Our friendly federal court of appeals here in Atlanta issued a recent opinion about evidence in a case arising out of a federal prosecution that reminded me of the funny quote from Blazing Saddles (and earlier movies and stories) about how the bad guys “don’t need no stinking badges.” For the evidence geeks out there, the opinion concerns preliminary rules for assessing and potentially accepting a piece of evidence when there is a strong challenge as to whether the evidence is “authentic” under Rule 901 of the Federal Rules of Evidence. After 36 years of trying cases in federal court, I call this “passing the smell test” for challenged documents. The opinion is a lesson on how lawyers need to keep abreast of these rules, which can often win, or lose, a case.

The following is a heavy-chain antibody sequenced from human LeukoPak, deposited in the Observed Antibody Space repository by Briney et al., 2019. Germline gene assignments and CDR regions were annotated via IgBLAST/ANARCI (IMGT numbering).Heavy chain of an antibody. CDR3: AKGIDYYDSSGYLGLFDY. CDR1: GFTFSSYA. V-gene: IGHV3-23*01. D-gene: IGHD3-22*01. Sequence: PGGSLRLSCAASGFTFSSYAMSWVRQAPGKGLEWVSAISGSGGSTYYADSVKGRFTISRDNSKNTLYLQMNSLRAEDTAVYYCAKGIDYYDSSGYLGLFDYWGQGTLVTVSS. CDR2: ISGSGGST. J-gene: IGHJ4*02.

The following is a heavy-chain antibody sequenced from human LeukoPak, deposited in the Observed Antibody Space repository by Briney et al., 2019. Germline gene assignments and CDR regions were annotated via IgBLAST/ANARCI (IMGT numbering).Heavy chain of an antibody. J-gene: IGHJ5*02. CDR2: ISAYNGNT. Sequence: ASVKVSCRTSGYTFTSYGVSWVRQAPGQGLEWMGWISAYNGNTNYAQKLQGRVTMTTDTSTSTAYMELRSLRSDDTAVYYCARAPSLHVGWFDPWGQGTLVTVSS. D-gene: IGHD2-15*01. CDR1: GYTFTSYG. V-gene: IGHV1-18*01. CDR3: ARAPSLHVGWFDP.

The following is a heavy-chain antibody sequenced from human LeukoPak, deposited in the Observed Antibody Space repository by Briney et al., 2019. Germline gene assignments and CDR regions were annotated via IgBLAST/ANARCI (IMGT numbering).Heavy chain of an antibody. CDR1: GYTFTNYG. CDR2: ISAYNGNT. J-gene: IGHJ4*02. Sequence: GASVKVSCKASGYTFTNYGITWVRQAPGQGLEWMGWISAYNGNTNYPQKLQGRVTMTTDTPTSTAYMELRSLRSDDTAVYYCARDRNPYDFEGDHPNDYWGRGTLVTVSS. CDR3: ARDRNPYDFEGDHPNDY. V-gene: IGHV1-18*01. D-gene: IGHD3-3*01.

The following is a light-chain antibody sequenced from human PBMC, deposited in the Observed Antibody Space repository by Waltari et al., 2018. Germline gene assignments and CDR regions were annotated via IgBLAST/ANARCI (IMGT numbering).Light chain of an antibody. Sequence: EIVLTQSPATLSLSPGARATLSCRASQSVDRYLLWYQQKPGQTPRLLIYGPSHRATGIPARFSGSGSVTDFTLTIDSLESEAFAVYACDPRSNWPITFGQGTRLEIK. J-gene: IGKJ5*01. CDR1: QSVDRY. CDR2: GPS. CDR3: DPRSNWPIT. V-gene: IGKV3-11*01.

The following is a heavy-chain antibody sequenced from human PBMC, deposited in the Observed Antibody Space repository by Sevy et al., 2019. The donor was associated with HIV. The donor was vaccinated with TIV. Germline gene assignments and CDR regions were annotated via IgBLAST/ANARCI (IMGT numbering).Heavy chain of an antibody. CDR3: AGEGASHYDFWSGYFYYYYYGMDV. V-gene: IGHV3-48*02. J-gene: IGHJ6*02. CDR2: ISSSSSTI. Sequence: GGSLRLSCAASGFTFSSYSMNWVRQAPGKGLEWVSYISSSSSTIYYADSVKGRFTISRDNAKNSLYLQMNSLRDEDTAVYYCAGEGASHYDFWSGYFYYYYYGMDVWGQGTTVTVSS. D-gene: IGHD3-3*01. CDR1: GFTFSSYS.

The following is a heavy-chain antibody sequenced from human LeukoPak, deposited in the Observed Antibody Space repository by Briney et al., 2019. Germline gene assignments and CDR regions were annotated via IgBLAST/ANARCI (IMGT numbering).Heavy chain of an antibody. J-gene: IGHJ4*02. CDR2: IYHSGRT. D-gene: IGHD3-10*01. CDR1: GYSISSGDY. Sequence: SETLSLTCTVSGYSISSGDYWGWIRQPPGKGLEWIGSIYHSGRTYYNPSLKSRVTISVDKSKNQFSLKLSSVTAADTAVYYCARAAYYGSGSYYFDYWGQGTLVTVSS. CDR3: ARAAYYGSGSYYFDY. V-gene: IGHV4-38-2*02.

Raul Gutierrez committed fraud when constructing the airport on the island nation of Trinidad and Tobago, and somehow the decidedly unfriendly federal prosecutors were able to bring federal criminal charges against him in south Florida. Raul pled guilty in 2006, and as I have discussed on earlier occasions, the Judge imposed the usual financial penalties, such as restitution, along with a hefty prison sentence. Raul had some real estate in Florida, the judge “forfeited ” the property, and later the nation of Trinidad and Tobago wanted to get the land as a “victim” of the offense. Time passed, the island got the judge to let them weigh in on whether they could go after the property, and then, a magical thing happened. A company that was once associated with our friend Raul claimed that they held a “security interest” in the property, even though no one had ever mentioned this million dollar “interest” nor recorded it in the preceding decade. In other words, years later, friends of Raul claimed they held a piece of paper that said they had a superior interest in the particular piece of real estate. Continue reading